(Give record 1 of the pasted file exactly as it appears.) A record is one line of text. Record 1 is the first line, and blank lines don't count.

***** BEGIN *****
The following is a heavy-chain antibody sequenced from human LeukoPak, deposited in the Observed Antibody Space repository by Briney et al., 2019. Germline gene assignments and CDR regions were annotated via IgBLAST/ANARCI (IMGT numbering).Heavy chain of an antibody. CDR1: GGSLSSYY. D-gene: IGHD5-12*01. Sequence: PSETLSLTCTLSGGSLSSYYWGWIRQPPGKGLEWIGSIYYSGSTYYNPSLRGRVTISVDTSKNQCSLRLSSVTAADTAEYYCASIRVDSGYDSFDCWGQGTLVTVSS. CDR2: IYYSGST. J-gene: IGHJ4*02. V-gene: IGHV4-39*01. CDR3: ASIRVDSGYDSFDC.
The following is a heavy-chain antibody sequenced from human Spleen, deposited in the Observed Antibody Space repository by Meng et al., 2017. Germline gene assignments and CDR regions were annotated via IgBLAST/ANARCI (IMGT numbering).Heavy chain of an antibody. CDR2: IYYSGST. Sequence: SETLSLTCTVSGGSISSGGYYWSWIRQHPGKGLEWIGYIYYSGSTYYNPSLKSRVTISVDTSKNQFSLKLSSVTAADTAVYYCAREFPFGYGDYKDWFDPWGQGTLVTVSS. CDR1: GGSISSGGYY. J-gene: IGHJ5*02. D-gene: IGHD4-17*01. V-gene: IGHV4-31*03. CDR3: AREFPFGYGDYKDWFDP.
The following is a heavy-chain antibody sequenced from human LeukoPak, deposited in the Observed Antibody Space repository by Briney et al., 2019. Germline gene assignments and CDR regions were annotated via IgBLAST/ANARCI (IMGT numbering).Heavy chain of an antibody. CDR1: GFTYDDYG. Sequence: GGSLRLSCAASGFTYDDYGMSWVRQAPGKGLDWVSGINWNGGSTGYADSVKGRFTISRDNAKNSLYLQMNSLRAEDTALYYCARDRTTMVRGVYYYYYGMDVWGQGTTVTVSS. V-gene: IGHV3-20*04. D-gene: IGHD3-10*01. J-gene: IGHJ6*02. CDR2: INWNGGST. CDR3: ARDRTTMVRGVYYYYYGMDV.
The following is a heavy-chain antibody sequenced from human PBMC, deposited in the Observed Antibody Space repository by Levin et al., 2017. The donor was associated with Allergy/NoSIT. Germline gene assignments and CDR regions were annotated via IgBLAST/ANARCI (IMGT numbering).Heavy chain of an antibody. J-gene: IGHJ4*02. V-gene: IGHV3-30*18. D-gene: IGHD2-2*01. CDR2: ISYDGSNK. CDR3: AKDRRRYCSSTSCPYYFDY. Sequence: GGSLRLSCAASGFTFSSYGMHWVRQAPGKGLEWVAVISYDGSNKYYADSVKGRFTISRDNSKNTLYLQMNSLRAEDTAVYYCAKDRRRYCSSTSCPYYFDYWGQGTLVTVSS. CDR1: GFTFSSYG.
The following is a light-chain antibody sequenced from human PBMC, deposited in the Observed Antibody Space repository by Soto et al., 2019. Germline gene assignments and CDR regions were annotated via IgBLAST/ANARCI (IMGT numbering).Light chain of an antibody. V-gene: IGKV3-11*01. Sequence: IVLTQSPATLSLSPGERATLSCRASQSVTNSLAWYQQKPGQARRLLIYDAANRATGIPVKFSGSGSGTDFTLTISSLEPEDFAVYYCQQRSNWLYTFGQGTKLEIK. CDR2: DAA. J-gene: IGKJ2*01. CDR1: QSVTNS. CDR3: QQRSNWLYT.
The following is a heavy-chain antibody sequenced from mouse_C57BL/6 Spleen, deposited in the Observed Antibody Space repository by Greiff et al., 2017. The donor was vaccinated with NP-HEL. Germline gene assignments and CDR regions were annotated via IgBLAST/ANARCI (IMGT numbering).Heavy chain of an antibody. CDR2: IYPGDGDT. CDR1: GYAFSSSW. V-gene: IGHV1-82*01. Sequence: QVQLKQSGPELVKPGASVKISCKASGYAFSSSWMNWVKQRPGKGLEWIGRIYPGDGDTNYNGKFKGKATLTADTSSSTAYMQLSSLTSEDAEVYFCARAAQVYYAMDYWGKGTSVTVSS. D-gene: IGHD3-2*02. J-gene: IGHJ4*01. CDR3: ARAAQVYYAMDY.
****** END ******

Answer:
The following is a heavy-chain antibody sequenced from human LeukoPak, deposited in the Observed Antibody Space repository by Briney et al., 2019. Germline gene assignments and CDR regions were annotated via IgBLAST/ANARCI (IMGT numbering).Heavy chain of an antibody. CDR1: GGSLSSYY. D-gene: IGHD5-12*01. Sequence: PSETLSLTCTLSGGSLSSYYWGWIRQPPGKGLEWIGSIYYSGSTYYNPSLRGRVTISVDTSKNQCSLRLSSVTAADTAEYYCASIRVDSGYDSFDCWGQGTLVTVSS. CDR2: IYYSGST. J-gene: IGHJ4*02. V-gene: IGHV4-39*01. CDR3: ASIRVDSGYDSFDC.